I really enjoyed this one, and so did my son. It's a solid Superman story that reminds you of everything you like about the character. Great to hear George Newbern as Superman again, and I really enjoyed his relationship with Lois in this one.
Was this review helpful to you?
Most Helpful Customer Reviews on Amazon.com (beta)
39 of 44 people found the following review helpful
A Very Good Movie, Slowed By Poor AnimationJune 15 2012
- Published on Amazon.com
In Superman vs. The Elite, the Man of Steel faces his most daunting foe yet: public opinion. In an era where the realities of terrorism and global strife have created a cynical and hardline attitudes about the concept of "justice," Superman's idealistic optimism seems more and more outdated (both in the film, and in the real-world). So when a group of younger super-powered vigilantes known as The Elite appear on the scene, Superman is not prepared for their brutal stance against criminals - nor the resounding public approval that follows.
The greatest super hero in the world soon discovers that changing times and public opinion are not things that even his god-like powers can control. Even with the world turning away from him, Superman must find some way to win back the support of humanity, before The Elite do something truly reckless and get themselves - and/or others - killed in the process.
Superman vs. The Elite is an odd entry in the canon of DC Universe direct-to-DVD/Blu-ray animated features. On the one hand, the story (based on the Action Comics storyline "What's So Funny About Truth Justice & the American Way?") is actually one the most timely and interesting Superman tales to come along in awhile. (It certainly covers thematic ground that bears examination - as the upcoming feature-film reboot Man of Steel will attempt to do next year.)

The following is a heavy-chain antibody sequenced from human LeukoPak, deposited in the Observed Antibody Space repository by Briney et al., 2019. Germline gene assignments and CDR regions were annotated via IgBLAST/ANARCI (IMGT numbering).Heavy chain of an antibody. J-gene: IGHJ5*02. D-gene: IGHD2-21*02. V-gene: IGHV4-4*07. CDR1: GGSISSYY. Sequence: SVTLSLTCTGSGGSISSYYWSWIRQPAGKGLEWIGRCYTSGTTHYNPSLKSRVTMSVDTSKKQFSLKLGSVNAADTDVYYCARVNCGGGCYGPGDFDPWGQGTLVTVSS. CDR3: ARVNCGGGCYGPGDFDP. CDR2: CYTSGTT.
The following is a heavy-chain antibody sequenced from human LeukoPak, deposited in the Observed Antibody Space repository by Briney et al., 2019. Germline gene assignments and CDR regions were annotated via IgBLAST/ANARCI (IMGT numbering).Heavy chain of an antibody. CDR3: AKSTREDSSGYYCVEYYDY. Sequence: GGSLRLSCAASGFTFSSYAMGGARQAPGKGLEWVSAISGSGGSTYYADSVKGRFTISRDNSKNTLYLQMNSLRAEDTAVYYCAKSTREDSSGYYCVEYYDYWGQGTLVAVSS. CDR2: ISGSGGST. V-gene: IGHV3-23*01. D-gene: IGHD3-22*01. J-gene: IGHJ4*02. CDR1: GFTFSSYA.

The story works in this animated feature as well as it did on the comic book page - primarily because the writer of the comic story (Joe Kelly) also wrote this animated feature version. The plot-points - sketching the modern world and how Superman's idealism is outdated; edgy anti-heroes being more popular than classic super heroes - are all directly addressing questions that fanboys and average people alike have been asking - namely, why does Superman still matter?
With The Elite, we get an interesting antagonist - not really evil, per se, just grittier and darker than the classic superhero archetypes. There will no doubt be healthy debate amongst viewers as to whether The Elite are, or are not, the heroes we need in modern times, and whether or not Superman is the dinosaur some claim he is.